Patagonia also demonstrates their environmental consciousness in the design and construction of their facilities. An example is their Reno Nevada Service Center which employs green design and technologies to initially achieve a LEED Silver and then later Gold certification.
Patagonia largely focuses on helping the environment. In addition to large global initiatives, the company also supports several smaller initiatives such as the World Trout Initiative, Environmental Internships, the Conservation Alliance, and the Organic Exchange.[better source needed] Recently, Patagonia launched a worldwide recycling initiative called the Common Threads Recycling Program and has a site devoted to the explanation of their recycling process called The Footprint Chronicles.
One Percent for the Planet
One Percent for the Planet was established in 2002 by Yvon Chouinard and Craig Mathews. Members range from small to large companies from all over the world. Spawned from Patagonia’s original policy of contributing 1% of all sales to environmental organizations since 1985, the 1,486 members of 1% for the Planet each contribute 1% of their total sales to over 2,000 different environmental organizations every year.
World Trout Initiative
Developed by Yvon Chouinard and James Prosek in 2005, the World Trout Initiative works to protect the endangered fish of the world through grants to organizations that protect threatened fish. The mission of the World Trout Initiative is to "identify the individuals and groups that protect native fish, to tell their story and to support their conservation efforts by placing money into the hands of the actual groups protecting the fish." In the past year alone the World Trout Initiative has granted $75,000 for Fish and Habitat Enhancement, according to FlyFishMagazine.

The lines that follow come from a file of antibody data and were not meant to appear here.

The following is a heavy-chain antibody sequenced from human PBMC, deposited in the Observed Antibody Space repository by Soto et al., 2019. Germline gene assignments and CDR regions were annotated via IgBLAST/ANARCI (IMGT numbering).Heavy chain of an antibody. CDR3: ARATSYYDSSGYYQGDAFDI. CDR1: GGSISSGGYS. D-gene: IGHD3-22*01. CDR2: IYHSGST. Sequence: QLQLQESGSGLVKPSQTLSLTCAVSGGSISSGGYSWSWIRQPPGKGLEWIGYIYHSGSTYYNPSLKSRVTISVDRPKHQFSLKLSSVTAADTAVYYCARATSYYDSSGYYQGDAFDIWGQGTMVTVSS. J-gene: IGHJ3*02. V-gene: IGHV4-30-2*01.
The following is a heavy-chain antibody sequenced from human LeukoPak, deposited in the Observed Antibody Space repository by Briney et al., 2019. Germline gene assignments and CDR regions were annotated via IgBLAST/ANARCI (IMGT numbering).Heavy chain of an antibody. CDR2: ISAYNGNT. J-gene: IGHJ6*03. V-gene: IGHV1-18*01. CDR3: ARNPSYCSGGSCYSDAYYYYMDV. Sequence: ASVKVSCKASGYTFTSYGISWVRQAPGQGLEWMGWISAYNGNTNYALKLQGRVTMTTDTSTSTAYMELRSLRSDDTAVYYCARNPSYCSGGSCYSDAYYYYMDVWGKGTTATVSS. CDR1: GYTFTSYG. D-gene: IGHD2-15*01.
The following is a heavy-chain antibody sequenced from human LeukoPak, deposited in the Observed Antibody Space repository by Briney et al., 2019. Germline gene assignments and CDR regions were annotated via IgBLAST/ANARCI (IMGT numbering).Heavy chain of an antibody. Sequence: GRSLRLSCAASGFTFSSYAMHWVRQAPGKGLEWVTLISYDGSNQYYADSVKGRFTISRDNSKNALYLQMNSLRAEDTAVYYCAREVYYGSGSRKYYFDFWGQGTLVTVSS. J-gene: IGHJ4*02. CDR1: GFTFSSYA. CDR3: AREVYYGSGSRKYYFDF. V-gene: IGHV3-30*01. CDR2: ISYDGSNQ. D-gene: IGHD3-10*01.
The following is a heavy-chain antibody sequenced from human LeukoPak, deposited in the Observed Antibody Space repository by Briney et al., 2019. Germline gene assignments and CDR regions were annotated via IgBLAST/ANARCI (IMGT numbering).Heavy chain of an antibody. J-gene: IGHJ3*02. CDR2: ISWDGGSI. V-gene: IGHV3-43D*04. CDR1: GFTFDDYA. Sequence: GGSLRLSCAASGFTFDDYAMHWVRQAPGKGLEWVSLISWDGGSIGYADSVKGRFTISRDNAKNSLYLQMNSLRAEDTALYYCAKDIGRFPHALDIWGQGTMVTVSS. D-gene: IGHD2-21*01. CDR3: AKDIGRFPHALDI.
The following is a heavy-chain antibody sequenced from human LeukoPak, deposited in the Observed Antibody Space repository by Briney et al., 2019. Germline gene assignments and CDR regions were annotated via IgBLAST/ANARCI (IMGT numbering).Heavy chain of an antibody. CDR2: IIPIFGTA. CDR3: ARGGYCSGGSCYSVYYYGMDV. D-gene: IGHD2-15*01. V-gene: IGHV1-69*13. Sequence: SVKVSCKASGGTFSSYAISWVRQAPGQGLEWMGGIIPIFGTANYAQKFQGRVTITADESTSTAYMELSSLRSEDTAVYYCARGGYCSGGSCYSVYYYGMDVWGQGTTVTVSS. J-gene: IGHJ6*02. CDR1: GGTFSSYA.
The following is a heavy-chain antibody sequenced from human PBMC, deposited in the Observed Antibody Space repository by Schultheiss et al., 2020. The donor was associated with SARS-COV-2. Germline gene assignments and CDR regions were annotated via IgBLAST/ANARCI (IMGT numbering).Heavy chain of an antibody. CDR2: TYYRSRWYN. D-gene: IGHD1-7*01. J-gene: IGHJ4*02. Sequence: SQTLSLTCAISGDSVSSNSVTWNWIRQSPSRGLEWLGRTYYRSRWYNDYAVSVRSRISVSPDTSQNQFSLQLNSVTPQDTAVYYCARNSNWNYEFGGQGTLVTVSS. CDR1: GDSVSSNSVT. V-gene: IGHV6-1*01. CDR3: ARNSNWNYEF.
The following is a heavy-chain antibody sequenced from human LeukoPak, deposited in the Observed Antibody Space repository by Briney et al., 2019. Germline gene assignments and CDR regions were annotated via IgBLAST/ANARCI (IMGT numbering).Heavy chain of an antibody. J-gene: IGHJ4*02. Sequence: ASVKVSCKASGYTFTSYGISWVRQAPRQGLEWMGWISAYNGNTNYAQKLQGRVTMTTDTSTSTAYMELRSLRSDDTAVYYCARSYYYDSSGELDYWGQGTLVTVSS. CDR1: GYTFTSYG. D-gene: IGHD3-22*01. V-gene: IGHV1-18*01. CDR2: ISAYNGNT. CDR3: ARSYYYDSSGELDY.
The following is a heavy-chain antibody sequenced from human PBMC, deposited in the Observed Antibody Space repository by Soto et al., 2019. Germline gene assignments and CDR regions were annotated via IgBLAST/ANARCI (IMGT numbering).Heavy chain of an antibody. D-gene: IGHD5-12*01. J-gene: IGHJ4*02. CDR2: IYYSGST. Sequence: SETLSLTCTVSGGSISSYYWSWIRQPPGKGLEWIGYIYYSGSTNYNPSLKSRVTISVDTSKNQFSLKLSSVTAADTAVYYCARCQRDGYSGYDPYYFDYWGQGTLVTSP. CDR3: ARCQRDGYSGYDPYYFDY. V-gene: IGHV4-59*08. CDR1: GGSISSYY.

Patagonia started their Environmental Internships program in 1993. A Patagonia employee can take a leave of absence with full pay and benefits to volunteer within an environmental non-profit of their choice for up to two months. Employees can work anywhere in the country on any project they want, and over 700 employees have taken advantage of this opportunity to date. Patagonia does not worry about losing workers for a couple months because, according to Lu Setnicka, director of training for Patagonia, "[Patagonia] still consider[s] that they are working for Patagonia, but they are having the opportunity to bring a particular skill set to an organization that could really benefit from it, in some ways more than it would from a grant check. It also gives the employees the opportunity to dive deeper into an issue, partnering with a group that they are interested in." Patagonia also states that, over the years, some employees have left the company to permanently work for the nonprofit that they interned for.